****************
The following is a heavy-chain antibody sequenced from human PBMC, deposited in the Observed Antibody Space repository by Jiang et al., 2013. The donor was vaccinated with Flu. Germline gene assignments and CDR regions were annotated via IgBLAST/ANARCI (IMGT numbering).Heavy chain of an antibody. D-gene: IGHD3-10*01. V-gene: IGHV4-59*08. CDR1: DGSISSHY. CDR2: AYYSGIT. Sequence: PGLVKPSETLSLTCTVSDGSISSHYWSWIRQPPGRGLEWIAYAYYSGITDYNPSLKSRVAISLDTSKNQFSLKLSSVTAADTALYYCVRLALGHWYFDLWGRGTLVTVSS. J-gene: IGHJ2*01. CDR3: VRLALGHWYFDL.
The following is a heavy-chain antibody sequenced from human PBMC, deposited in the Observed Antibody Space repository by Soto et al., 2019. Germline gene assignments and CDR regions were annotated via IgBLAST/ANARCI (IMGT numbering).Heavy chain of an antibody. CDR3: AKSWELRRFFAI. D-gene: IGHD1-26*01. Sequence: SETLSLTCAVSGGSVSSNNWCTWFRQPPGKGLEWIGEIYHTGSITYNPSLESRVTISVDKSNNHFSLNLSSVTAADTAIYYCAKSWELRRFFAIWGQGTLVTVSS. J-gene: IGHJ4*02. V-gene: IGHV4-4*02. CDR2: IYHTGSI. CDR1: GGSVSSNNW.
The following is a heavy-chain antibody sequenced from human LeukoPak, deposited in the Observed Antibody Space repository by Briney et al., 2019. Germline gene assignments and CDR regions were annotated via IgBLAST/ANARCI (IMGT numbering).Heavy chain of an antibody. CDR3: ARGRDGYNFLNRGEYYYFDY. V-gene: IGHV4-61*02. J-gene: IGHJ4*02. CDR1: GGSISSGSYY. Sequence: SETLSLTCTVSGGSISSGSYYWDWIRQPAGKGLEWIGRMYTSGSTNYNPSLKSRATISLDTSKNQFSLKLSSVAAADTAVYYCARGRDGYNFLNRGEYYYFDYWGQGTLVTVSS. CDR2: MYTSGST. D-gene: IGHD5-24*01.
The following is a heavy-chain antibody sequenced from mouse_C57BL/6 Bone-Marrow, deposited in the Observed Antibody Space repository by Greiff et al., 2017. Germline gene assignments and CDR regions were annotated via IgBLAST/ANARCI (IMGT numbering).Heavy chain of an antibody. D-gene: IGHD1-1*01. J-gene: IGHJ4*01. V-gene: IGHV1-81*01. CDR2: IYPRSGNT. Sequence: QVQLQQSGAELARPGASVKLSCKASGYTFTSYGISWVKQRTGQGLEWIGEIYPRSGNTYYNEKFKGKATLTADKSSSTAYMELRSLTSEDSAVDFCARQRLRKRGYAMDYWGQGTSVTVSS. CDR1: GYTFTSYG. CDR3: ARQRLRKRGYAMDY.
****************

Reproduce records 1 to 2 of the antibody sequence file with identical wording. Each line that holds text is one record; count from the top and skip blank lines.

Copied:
The following is a heavy-chain antibody sequenced from human PBMC, deposited in the Observed Antibody Space repository by Jiang et al., 2013. The donor was vaccinated with Flu. Germline gene assignments and CDR regions were annotated via IgBLAST/ANARCI (IMGT numbering).Heavy chain of an antibody. D-gene: IGHD3-10*01. V-gene: IGHV4-59*08. CDR1: DGSISSHY. CDR2: AYYSGIT. Sequence: PGLVKPSETLSLTCTVSDGSISSHYWSWIRQPPGRGLEWIAYAYYSGITDYNPSLKSRVAISLDTSKNQFSLKLSSVTAADTALYYCVRLALGHWYFDLWGRGTLVTVSS. J-gene: IGHJ2*01. CDR3: VRLALGHWYFDL.
The following is a heavy-chain antibody sequenced from human PBMC, deposited in the Observed Antibody Space repository by Soto et al., 2019. Germline gene assignments and CDR regions were annotated via IgBLAST/ANARCI (IMGT numbering).Heavy chain of an antibody. CDR3: AKSWELRRFFAI. D-gene: IGHD1-26*01. Sequence: SETLSLTCAVSGGSVSSNNWCTWFRQPPGKGLEWIGEIYHTGSITYNPSLESRVTISVDKSNNHFSLNLSSVTAADTAIYYCAKSWELRRFFAIWGQGTLVTVSS. J-gene: IGHJ4*02. V-gene: IGHV4-4*02. CDR2: IYHTGSI. CDR1: GGSVSSNNW.